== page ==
Should grammar matter?

So I’m working on SWEET SALT AIR, rereading Chapter 6 for the umpteenth time, and I pause on the following paragraph:

“By Oliver Weeks?” Charlotte cut in.  “Still?  What a character.  Major interview there.”

Charlotte and Nicole are talking about ramekins that are hand-thrown by a ceramicist on Quinnipeague, but there is not one complete sentence in what Charlotte has said.  I try revising.

“Were those ramekins made by Oliver Weeks?” Charlotte cut in.  “Is he still here on Quinnipeague?  He is a total character.  An interview with him will be crucial to our book.”

Actually, an interview won’t be crucial, Nicole points out, since their book is about food and foodies, not artists and plates.  But you get my drift.  Which version is better?  That depends on how you want your dialogue to feel.  Since I want my characters to sound like relaxed thirty-four-year-olds who are close friends, I vote for the first.

Not one complete sentence – which is how I often write, because it captures my train of thought.  But is this okay in a novel?  How grammatically correct should a novelist be?

You have my answer in the choice above.  But let me tell you why.

The second book I ever wrote opened with a woman receiving a phone call.  She picks up and says hello.  The man on the other end asks for Professor Blake, because he doesn’t recognize her voice, but she does recognize his.  “Uncle William.  It’s me!”  At least, that’s what my original manuscript said.  My editor changed it to the grammatically correct, “It is I!”  And that’s the way it reads to this day.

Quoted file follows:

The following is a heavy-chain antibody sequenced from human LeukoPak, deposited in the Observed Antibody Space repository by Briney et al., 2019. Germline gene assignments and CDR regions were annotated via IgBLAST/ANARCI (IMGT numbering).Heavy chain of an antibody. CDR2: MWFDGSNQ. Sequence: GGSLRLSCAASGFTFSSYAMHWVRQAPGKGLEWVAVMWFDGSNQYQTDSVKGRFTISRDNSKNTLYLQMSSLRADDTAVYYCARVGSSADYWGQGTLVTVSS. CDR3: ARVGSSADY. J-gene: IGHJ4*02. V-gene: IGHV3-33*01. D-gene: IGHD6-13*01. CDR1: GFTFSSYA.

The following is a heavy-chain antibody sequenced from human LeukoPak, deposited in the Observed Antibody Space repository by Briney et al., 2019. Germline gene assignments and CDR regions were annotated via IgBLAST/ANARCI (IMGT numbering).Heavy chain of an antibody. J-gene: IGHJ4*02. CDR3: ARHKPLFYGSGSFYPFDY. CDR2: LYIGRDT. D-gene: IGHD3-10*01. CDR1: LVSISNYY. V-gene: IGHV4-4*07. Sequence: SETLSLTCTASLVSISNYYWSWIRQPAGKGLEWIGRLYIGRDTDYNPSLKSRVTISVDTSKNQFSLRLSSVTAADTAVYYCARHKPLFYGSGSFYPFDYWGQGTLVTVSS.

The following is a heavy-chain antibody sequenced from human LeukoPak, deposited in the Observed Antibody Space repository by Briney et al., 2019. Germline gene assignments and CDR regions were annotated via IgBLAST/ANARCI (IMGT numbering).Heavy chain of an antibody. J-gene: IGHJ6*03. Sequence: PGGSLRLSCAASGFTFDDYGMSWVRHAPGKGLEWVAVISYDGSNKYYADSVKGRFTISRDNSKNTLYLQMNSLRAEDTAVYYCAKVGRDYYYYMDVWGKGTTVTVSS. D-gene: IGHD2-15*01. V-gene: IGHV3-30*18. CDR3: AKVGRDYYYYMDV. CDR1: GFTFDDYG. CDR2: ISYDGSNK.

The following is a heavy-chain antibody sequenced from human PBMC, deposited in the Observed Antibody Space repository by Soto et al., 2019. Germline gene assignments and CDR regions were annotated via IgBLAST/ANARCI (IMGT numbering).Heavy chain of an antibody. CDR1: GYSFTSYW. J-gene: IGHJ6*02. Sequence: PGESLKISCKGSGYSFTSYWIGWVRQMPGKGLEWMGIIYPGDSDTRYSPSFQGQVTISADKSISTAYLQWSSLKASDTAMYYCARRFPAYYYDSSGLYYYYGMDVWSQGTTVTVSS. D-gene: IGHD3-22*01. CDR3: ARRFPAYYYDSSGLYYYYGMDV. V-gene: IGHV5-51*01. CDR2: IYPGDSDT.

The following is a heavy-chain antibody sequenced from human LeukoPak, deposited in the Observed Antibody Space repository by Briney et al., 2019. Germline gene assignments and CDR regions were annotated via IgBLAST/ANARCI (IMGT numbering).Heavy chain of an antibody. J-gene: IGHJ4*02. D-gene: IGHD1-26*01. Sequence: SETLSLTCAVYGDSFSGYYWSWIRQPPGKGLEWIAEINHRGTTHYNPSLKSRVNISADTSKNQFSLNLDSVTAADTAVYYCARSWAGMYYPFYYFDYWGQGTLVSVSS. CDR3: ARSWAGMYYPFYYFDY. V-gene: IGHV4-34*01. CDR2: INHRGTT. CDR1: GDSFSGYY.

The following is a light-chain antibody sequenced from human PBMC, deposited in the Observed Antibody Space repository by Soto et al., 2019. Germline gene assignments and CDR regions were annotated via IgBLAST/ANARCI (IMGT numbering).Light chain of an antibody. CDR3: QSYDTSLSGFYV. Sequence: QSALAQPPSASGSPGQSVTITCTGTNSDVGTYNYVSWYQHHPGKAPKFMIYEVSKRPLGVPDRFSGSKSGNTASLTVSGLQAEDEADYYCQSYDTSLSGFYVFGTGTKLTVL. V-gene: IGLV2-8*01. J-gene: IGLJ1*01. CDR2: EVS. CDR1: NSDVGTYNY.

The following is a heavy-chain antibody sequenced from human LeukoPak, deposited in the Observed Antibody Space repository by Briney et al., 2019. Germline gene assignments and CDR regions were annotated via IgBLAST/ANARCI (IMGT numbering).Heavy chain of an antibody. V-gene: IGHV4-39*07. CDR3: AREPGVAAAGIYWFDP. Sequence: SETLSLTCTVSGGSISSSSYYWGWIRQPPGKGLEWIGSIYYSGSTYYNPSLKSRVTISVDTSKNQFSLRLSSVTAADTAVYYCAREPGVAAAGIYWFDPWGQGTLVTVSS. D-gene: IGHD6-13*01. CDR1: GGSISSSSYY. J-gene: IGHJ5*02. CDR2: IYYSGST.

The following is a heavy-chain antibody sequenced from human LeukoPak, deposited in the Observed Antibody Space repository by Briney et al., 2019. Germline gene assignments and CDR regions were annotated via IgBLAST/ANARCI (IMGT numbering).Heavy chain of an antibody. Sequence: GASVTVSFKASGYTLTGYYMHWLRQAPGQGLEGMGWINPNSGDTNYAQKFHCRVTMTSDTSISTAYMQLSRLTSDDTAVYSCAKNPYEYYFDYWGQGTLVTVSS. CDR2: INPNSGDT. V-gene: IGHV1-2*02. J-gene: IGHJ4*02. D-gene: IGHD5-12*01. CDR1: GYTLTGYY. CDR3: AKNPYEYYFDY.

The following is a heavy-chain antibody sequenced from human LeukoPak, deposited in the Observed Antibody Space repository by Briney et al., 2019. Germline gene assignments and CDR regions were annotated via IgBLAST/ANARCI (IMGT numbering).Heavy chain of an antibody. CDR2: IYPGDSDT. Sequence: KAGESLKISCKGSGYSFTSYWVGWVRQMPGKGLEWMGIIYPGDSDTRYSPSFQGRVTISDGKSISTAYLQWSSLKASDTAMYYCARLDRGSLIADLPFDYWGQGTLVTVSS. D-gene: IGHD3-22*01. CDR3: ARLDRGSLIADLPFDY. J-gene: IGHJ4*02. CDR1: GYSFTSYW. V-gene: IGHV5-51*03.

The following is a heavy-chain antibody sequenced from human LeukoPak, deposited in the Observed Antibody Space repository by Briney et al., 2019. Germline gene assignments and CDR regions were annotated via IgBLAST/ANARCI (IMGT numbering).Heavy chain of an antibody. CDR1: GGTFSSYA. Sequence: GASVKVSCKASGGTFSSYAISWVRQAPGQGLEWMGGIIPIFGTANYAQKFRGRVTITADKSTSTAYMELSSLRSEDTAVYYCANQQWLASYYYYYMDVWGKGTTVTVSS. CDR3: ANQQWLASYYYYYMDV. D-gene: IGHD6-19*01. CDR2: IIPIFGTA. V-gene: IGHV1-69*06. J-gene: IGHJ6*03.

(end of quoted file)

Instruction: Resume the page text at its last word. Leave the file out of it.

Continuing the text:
Really.  Who talks that way?  “Hey, good buddy, it is I!”  Not me, that’s for sure, but I was naïve and so grateful to have a publisher that I didn’t argue.  I would now.  Here are four rules I like.

1.  Dialogue has to sound real if it is to be believed.  The words should fit the characters, and if that means breaking rules of grammar, so be it.

2.  Narrative should be grammatically correct, unless it directly reflects inner thought.  We don’t always think in grammatically correct syntax.  Nor should our characters.

3.  Good grammar is crucial when you are writing a cover letter (or email) asking me (or an agent or editor) to read the manuscript you’ve just finished.

4.  Good grammar is also crucial in the delivery of news on TV.  At least, that’s what I believe.  I mean, isn’t it about setting an example?  Brian (Williams, my news idol) is grammatically impeccable, though lesser reporters aren’t necessarily so.  And then there are ads.  My favorite right now is the one showing slides of gorgeous sunrises, with the voice-over telling me that each of these photos was taken by a person at the start of their retirement.

What’s wrong with that picture?

BTW, the little white book in front of my dictionaries in the picture above (yeah, that’s my desk!) is “The Elements of Style,” by Strunk and White.   It’s a good one to keep around.

Comments

  1. I agree with you Barbara. I vote for the first simply because I like to feel “at home” when reading for pleasure, and in order for me to feel that way, I like the characters to be “real”.

  2. Carol Drew says: